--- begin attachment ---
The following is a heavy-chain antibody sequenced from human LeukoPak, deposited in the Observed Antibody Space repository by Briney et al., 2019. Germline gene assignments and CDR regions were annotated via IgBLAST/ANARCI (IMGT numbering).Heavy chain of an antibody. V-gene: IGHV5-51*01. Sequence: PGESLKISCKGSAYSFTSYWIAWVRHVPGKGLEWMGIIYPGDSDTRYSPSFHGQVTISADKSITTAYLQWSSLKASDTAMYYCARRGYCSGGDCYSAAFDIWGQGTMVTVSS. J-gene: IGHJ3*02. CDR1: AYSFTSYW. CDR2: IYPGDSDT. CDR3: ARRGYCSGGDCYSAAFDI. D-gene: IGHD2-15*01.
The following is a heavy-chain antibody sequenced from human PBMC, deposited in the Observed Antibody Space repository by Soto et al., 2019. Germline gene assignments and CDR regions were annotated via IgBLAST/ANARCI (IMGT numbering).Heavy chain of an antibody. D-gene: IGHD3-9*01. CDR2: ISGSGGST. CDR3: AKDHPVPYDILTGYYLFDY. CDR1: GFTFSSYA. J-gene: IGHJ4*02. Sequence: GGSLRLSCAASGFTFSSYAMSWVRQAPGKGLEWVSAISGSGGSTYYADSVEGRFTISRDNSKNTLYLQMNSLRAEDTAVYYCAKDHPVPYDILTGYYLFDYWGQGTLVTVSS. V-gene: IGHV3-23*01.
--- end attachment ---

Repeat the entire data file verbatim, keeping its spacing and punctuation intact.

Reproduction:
The following is a heavy-chain antibody sequenced from human LeukoPak, deposited in the Observed Antibody Space repository by Briney et al., 2019. Germline gene assignments and CDR regions were annotated via IgBLAST/ANARCI (IMGT numbering).Heavy chain of an antibody. V-gene: IGHV5-51*01. Sequence: PGESLKISCKGSAYSFTSYWIAWVRHVPGKGLEWMGIIYPGDSDTRYSPSFHGQVTISADKSITTAYLQWSSLKASDTAMYYCARRGYCSGGDCYSAAFDIWGQGTMVTVSS. J-gene: IGHJ3*02. CDR1: AYSFTSYW. CDR2: IYPGDSDT. CDR3: ARRGYCSGGDCYSAAFDI. D-gene: IGHD2-15*01.
The following is a heavy-chain antibody sequenced from human PBMC, deposited in the Observed Antibody Space repository by Soto et al., 2019. Germline gene assignments and CDR regions were annotated via IgBLAST/ANARCI (IMGT numbering).Heavy chain of an antibody. D-gene: IGHD3-9*01. CDR2: ISGSGGST. CDR3: AKDHPVPYDILTGYYLFDY. CDR1: GFTFSSYA. J-gene: IGHJ4*02. Sequence: GGSLRLSCAASGFTFSSYAMSWVRQAPGKGLEWVSAISGSGGSTYYADSVEGRFTISRDNSKNTLYLQMNSLRAEDTAVYYCAKDHPVPYDILTGYYLFDYWGQGTLVTVSS. V-gene: IGHV3-23*01.